South Bend’s August sun beat up on Matt Besler, prone on the training field at Notre Dame. Weighed down by sweat, classes and the life of a college kid, the last thing the defender wanted was another ab workout.
The Fighting Irish men’s soccer team worked their core every day under head coach Bobby Clark, and some days it took everything to fight through the darn things.
“There were many times when I was pretty tired and my abs were burning and I kinda wanted to cheat a little bit,” said Besler, the United States men’s national team veteran and Sporting Kansas City captain who played at Notre Dame between 2005-08.
“But I look over my shoulder and here’s this 65-year-old guy who’s like a rock, sitting there solid, whistling away.”
That was Clark, Scottish goalkeeping legend and Notre Dame’s decorated head coach, ripping through the daily workout with his team.
Set to turn 70 in late September, one of the nation’s most respected coaches is still churning out crunches. He’s also continuing a life focused on turning boys into men through work ethic and character, all under the guise of soccer.
* * *
Clark’s coaching accolades speak for themselves, but his playing days only amplify the man’s stature in soccer.
Born in Glasgow on Sept. 26, 1945, Clark broke into the senior team at Queen’s Park in 1962, where he’d make 85 appearances before beginning a nearly two-decade run at Aberdeen, the last several seasons under the guidance of a manager named Alex Ferguson.
Clark would play 696 matches for Aberdeen, setting the British top-flight record for not conceding a goal. His 1,155 minute shutout streak, briefly a world record, stood for almost 40 years (Edwin van der Sar broke the mark by 156 minutes with Manchester United in 2009).
Capped 17 times by Scotland, Clark was on the squad for the 1978 World Cup in Argentina and also participated in qualifying for the 1970 and 1974 tournaments.
His coaching record, however, is even more marvelous, and lies largely in both his hunger to teach and his passion for soccer. While playing with Aberdeen, Clark trained in the morning before teaching school in the afternoons.
So after five years coaching youth at Aberdeen and a pair of seasons as director of coaching for the Bulawayo Highlanders of the Zimbabwe Super League, Clark got an invitation to apply for a college job in the U.S. It intrigued him.
“I thought it was a good halfway house between coaching and teaching,” he said. “Back in the UK, you either had to be a teacher or a coach. I used to train every morning at Aberdeen and teach every afternoon.”
Clark had spent several summers in the U.S. during his time at Aberdeen, where the club played in 1976 as the Washington Whips in the United Soccer Association. Other summers, he worked camps near Seattle, and in 1976 he played 19 matches on loan to San Antonio in the North American Soccer League.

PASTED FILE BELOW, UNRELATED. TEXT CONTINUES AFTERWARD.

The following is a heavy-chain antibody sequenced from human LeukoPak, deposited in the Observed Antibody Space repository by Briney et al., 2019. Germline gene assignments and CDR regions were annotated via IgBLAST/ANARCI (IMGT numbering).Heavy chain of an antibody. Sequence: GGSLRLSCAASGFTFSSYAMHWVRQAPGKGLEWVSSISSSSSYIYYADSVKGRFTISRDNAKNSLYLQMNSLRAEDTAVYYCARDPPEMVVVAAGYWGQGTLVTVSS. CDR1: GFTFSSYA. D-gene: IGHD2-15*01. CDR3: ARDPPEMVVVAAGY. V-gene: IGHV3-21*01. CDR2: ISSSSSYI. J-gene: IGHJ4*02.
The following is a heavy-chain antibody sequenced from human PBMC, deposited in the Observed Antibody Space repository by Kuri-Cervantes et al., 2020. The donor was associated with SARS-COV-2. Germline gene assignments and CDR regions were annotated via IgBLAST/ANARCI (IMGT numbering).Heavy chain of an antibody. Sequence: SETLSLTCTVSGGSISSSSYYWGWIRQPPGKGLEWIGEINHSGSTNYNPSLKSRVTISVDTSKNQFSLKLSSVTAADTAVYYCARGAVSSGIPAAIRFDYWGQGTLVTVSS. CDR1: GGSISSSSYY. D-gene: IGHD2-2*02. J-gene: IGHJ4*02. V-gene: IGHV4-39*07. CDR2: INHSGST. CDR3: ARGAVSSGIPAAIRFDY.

“When I came back from Africa, I got a call from somebody I met over here, and he asked me if I ever thought of coaching at college,” Clark said. “I never really had, but the long and short of it was there was a job at Princeton and he said, ‘Why don’t you throw in a resume and see what happens?'”
Clark did, flew over, and lost the job to another legend in his own right. Clark was a finalist, but Bob Bradley got the job en route to a coaching career that now includes an NCAA Final Four, an MLS Cup, two U.S. Open Cups and a storied career leading the men’s national teams for the United States and Egypt (Bradley is now at Stabaek in Norway).
“He was a Princeton alumnus and I asked more questions than I was really answering anyway,” Clark said. “They were great to me. They called me up to tell me they were giving it to Bobby, but they also said to me, ‘I think you’d be good at this and please use as a reference.'”
He did, and got the head job at Dartmouth in 1985. The team went 6-7-1, and that remains the only losing season in Clark’s collegiate coaching career. He won three Ivy League titles in nine years at Dartmouth, winning 62 percent of games.
After a pair of years guiding a young New Zealand national team in which the side went 21-12-3, Clark headed back to the NCAA with Stanford. There he won 74 percent of his matches and made the NCAA Tournament in four-straight years, including a runner-up finish in 1998.
It was cost of living and a desire to stay in the college game that led him to choose Notre Dame over offers from MLS and European clubs. Clark loves to entertain family and friends and had trouble doing that in a small Bay Area condo.
“I’ve asked him before why he doesn’t want to coach professionals, and he’s said it’s because he doesn’t think he can the have the impact on people’s lives like he does in college soccer,” said Notre Dame graduate and Toronto FC defender Justin Morrow.
“That statement tells his whole story.”
And it’s reaped big dividends for the Irish program, which has missed the NCAA Tournament in just one of Clark’s 14 seasons. Notre Dame has been to the quarterfinals in five of the seasons, and won the 2013 National Championship with a 2-1 win over Maryland.
* * *
Simply put, Clark thinks the collegiate athletic system in the United States is “tremendous”.
“I think back to my days when I was playing with Queen’s Park in the Scottish second division and you’re getting to college in the morning by bus and then away to train at night,” Clark said. “It was long, and a lot of traveling and nothing was next door. Here, the kids jump out of their dorms, fall into a classroom and onto the practice field. We Americans don’t realize how good it is.”
Clark beams when he says all 71 of his Notre Dame players to go on to MLS have graduated. Calling Clark “a teacher more than anything”, Morrow said his old coach has an innate ability to help a kid navigate the college experience.